A genius technique for guarding against dry biscuits. Food scientist and baking expert Shirley Corriher says the dough "should be a wet mess" -- a moist dough steams up into fluffy biscuits in a hot oven, and a low-protein self-rising flour like White Lily will make them extra tender, if you can get it. Note: Corriher, ever the scientist and tinkerer, published one version of this recipe in CookWise in 1997, and a fairly different one in BakeWise in 2008. We tried and loved both, the newer one edged out. Note: If you can't find self-rising flour, substitute 2 cups all-purpose flour plus 2 3/4 teaspoons baking powder, and increase the salt to 1 teaspoon. This version is adapted slightly from BakeWise: The Hows and Whys of Successful Baking (Scribner, 2008). —Genius Recipes
12 to 14 medium biscuits
Butter for greasing, or nonstick cooking spray
(9 ounces/255 g) spooned and leveled self-rising flour (preferably low-protein Southern U.S. flour like White Lily)
sugar (or less, if you prefer your biscuits less sweet)
buttermilk, or enough for dough to resemble cottage cheese (if you are not using low-protein flour, it will take more than 1 cup)
plain all-purpose flour, for shaping
unsalted butter, melted, for brushing
In This Recipe
Preheat the oven to 425 degrees F, and arrange a shelf slightly below the center of the oven. Butter an 8 or 9-inch round cake pan or spray with nonstick cooking spray.
In a large mixing bowl, stir together the self-rising flour, sugar, and salt. Work the shortening in with your fingers until there are no large lumps. Gently stir in the cream, then some of the buttermilk until dough resembles wet cottage cheese. It should be a wet mess -- not soup, but cottage-cheese texture. If you are not using a low-protein flour, this may take considerably more than 1 cup of buttermilk.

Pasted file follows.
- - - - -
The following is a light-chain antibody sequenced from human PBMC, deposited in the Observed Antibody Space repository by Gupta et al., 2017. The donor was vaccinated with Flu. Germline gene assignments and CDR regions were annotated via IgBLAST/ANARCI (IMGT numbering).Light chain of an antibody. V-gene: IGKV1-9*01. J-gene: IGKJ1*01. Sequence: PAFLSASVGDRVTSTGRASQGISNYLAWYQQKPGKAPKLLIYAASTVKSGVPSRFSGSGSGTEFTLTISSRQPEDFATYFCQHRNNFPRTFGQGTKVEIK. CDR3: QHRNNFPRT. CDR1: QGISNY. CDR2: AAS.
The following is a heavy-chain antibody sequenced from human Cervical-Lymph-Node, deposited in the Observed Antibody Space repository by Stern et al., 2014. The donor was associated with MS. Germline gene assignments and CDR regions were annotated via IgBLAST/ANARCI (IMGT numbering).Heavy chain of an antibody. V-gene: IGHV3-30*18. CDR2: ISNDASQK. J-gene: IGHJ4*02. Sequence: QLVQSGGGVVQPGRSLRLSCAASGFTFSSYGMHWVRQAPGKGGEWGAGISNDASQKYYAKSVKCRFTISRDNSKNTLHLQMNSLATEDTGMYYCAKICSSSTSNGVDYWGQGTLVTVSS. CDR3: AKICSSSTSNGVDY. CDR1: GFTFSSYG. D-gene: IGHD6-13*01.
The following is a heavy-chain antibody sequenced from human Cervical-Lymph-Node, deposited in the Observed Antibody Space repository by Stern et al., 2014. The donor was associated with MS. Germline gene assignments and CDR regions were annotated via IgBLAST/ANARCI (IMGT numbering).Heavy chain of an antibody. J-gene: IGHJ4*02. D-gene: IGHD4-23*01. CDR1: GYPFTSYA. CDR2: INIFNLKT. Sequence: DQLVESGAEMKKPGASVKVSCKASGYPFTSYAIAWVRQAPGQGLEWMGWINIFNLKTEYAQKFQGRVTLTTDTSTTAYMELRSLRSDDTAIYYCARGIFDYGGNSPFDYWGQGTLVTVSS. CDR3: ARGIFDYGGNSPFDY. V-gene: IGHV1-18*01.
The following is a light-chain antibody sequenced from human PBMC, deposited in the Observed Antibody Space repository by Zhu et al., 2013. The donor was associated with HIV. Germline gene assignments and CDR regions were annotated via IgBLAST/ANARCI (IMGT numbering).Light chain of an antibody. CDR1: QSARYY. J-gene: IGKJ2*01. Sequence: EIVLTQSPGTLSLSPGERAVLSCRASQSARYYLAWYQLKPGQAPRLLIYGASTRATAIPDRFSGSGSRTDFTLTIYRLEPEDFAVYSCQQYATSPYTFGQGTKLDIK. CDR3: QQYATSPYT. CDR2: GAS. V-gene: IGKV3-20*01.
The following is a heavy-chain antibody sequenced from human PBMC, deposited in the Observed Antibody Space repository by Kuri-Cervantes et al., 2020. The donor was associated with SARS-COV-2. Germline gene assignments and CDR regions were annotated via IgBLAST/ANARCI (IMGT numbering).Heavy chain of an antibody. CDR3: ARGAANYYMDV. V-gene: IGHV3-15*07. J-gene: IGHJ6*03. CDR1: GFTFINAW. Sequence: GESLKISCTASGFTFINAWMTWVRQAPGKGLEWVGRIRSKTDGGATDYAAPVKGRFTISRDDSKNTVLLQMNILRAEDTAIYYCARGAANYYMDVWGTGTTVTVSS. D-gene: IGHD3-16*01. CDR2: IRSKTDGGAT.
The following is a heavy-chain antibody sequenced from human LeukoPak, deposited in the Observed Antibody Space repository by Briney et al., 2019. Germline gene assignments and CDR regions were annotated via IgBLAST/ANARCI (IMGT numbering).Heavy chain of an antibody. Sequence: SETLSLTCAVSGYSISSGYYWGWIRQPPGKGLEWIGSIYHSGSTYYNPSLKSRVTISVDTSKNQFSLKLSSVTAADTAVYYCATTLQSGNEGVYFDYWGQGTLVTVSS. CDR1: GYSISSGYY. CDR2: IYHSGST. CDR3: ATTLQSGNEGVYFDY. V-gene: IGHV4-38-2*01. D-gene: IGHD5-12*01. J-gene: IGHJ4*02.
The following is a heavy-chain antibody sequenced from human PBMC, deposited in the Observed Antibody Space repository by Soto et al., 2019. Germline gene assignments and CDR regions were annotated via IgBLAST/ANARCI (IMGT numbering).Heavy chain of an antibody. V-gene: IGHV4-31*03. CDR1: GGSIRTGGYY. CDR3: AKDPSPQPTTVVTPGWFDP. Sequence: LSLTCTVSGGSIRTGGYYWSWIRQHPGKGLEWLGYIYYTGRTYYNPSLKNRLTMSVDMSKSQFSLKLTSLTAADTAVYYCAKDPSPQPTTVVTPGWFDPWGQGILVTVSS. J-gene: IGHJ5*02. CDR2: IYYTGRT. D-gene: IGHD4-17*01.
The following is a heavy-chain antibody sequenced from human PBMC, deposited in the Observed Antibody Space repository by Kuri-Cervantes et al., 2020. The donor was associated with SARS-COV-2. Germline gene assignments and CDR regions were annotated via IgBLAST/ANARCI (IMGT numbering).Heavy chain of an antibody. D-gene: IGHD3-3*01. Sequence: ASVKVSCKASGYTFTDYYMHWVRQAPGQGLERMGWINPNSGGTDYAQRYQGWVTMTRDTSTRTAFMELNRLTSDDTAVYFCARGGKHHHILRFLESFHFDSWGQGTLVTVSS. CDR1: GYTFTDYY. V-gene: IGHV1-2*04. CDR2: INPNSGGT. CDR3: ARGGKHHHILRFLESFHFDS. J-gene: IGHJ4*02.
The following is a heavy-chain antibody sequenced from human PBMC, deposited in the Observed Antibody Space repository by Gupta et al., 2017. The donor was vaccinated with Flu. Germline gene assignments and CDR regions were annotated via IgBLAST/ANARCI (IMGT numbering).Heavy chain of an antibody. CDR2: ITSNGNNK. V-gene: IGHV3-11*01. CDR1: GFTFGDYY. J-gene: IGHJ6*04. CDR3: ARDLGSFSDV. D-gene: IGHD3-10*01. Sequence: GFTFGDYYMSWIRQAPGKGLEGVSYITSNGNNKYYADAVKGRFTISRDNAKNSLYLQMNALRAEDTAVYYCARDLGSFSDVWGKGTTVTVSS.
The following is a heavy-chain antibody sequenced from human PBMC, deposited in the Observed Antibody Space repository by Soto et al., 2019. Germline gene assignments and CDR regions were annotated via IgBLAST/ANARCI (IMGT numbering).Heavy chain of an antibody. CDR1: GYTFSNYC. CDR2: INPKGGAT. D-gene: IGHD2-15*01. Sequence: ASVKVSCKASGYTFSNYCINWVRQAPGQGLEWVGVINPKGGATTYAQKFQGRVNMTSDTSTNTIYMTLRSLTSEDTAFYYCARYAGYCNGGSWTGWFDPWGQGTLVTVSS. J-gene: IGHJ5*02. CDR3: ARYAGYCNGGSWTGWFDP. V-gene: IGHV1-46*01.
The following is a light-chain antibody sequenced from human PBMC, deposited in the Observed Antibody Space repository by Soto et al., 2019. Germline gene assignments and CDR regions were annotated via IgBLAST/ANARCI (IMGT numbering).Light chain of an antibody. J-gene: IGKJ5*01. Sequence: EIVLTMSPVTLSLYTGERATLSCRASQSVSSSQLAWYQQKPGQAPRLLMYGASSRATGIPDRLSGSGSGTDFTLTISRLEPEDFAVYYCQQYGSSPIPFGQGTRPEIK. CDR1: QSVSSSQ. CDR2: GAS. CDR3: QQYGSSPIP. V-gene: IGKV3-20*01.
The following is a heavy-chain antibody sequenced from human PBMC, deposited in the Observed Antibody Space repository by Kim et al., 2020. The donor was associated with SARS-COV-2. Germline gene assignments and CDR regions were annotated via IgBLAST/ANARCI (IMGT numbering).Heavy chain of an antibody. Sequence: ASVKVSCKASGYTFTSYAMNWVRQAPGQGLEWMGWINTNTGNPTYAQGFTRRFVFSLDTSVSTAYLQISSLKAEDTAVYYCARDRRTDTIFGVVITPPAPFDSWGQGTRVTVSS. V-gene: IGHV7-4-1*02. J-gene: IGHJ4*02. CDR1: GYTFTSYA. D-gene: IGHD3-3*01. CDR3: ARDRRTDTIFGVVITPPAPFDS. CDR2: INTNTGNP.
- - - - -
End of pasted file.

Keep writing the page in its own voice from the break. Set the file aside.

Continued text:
Spread the plain all-purpose flour (not self-rising) out on a plate or pie pan. With a medium (about 2 inches, #30) ice cream scoop or spoon, place three or four scoops of dough well apart in the flour. Sprinkle flour over each. Flour your hands. Turn a dough ball in the flour to coat, pick it up, and gently shape it into a round, shaking off the excess flour as you work. Place this biscuit in the prepared pan. Coat each dough ball in the same way and place each shaped biscuit scrunched up against its neighbor so that the biscuits rise up and don't spread out. Continue scooping and shaping until all dough is used.
Place the pan on the arranged shelf in the oven. Bake until lightly browned, 20 to 25 minutes. Brush with the melted butter. Invert onto one plate, then back onto another. With a knife or spatula, cut quickly between biscuits to make them easy to remove. Serve immediately. "Butter 'em while they're hot."
Note: Do not use self-rising flour for shaping, as the leavener will give a bitter taste to the outside of the biscuits.
Genius recipes surprise us and make us rethink cooking tropes. They're handed down by luminaries of the food world and become their legacy. They get us talking and change the way we cook. And, once we've folded them into our repertoires, they make us feel pretty genius too. Watch for new Genius Recipes every Wednesday morning on our blog, dug up by Food52's Senior Editor Kristen Miglore.